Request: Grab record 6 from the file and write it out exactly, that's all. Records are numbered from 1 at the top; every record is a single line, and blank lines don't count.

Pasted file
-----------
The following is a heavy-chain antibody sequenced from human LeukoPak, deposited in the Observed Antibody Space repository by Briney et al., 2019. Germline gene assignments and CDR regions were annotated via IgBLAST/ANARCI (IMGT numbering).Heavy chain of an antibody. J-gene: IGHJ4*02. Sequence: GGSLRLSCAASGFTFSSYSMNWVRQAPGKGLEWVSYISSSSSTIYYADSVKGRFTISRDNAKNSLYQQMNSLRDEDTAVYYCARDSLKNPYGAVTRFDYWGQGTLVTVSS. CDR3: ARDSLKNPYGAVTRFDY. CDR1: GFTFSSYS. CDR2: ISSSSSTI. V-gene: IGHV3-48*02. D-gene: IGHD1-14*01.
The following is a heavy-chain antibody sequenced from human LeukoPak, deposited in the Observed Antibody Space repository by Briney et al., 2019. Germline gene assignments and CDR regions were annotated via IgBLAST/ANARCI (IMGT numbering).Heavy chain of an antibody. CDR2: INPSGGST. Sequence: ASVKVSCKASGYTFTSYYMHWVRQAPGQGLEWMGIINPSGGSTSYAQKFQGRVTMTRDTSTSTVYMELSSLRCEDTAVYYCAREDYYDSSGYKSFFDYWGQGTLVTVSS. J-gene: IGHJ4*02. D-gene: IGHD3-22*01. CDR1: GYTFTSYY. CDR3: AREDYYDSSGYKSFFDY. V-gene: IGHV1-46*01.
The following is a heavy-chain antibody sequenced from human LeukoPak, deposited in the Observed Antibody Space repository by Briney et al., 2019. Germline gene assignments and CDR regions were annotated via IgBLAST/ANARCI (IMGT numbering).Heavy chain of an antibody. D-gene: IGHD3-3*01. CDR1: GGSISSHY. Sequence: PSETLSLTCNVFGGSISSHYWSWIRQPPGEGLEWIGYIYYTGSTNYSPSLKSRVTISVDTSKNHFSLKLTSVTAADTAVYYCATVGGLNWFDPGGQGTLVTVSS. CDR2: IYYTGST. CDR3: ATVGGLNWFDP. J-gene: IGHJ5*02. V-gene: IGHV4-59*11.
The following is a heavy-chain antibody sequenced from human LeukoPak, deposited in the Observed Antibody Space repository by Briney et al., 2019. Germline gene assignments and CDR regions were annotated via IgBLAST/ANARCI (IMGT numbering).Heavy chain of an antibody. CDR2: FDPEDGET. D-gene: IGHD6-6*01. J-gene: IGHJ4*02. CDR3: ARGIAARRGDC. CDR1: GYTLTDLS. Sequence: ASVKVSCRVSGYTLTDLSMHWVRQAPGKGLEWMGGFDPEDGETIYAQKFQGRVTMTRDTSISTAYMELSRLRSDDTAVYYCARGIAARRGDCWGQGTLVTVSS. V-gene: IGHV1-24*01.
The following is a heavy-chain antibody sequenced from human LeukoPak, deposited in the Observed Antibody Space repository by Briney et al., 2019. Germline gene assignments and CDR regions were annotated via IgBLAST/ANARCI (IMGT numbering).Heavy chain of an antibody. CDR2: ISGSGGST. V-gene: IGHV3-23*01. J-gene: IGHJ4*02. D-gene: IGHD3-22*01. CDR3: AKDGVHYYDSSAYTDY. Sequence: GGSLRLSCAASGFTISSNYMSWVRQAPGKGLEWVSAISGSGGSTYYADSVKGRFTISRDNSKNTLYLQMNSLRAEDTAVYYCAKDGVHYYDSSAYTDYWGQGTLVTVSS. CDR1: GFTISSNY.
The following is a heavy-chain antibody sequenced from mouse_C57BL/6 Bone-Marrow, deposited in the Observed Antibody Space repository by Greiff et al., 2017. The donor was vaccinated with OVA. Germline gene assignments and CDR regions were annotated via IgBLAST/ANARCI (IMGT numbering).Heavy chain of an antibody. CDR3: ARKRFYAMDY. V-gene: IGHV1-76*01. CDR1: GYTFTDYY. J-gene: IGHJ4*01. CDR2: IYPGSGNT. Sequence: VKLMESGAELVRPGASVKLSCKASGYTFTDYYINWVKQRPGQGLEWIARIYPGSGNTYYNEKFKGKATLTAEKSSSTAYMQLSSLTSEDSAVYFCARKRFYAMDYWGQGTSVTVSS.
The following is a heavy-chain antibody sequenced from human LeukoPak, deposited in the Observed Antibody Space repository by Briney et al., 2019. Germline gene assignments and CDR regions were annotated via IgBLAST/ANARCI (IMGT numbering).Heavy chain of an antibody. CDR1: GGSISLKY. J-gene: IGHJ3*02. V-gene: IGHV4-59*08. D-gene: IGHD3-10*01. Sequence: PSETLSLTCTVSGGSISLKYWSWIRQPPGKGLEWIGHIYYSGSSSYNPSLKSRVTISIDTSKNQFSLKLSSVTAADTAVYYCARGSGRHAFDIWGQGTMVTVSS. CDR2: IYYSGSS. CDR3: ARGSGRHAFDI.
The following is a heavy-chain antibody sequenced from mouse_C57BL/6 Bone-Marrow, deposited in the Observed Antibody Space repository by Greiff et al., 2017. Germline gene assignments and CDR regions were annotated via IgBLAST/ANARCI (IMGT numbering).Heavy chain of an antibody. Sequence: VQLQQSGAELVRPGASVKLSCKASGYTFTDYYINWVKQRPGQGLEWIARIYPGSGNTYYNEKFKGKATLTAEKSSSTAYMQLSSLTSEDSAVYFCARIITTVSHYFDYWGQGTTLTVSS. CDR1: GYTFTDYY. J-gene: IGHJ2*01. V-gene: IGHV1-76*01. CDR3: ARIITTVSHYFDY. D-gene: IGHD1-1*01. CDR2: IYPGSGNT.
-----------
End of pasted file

The following is a heavy-chain antibody sequenced from mouse_C57BL/6 Bone-Marrow, deposited in the Observed Antibody Space repository by Greiff et al., 2017. The donor was vaccinated with OVA. Germline gene assignments and CDR regions were annotated via IgBLAST/ANARCI (IMGT numbering).Heavy chain of an antibody. CDR3: ARKRFYAMDY. V-gene: IGHV1-76*01. CDR1: GYTFTDYY. J-gene: IGHJ4*01. CDR2: IYPGSGNT. Sequence: VKLMESGAELVRPGASVKLSCKASGYTFTDYYINWVKQRPGQGLEWIARIYPGSGNTYYNEKFKGKATLTAEKSSSTAYMQLSSLTSEDSAVYFCARKRFYAMDYWGQGTSVTVSS.